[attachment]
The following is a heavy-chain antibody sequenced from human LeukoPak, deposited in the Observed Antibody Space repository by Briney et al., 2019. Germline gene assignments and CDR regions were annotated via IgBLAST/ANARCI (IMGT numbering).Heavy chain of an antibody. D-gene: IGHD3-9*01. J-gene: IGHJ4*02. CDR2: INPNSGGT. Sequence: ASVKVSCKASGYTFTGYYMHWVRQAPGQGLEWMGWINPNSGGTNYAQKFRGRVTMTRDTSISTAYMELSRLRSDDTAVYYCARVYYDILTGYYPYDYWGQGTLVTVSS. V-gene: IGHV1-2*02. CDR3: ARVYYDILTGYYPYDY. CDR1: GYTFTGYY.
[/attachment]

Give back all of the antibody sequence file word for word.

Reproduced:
The following is a heavy-chain antibody sequenced from human LeukoPak, deposited in the Observed Antibody Space repository by Briney et al., 2019. Germline gene assignments and CDR regions were annotated via IgBLAST/ANARCI (IMGT numbering).Heavy chain of an antibody. D-gene: IGHD3-9*01. J-gene: IGHJ4*02. CDR2: INPNSGGT. Sequence: ASVKVSCKASGYTFTGYYMHWVRQAPGQGLEWMGWINPNSGGTNYAQKFRGRVTMTRDTSISTAYMELSRLRSDDTAVYYCARVYYDILTGYYPYDYWGQGTLVTVSS. V-gene: IGHV1-2*02. CDR3: ARVYYDILTGYYPYDY. CDR1: GYTFTGYY.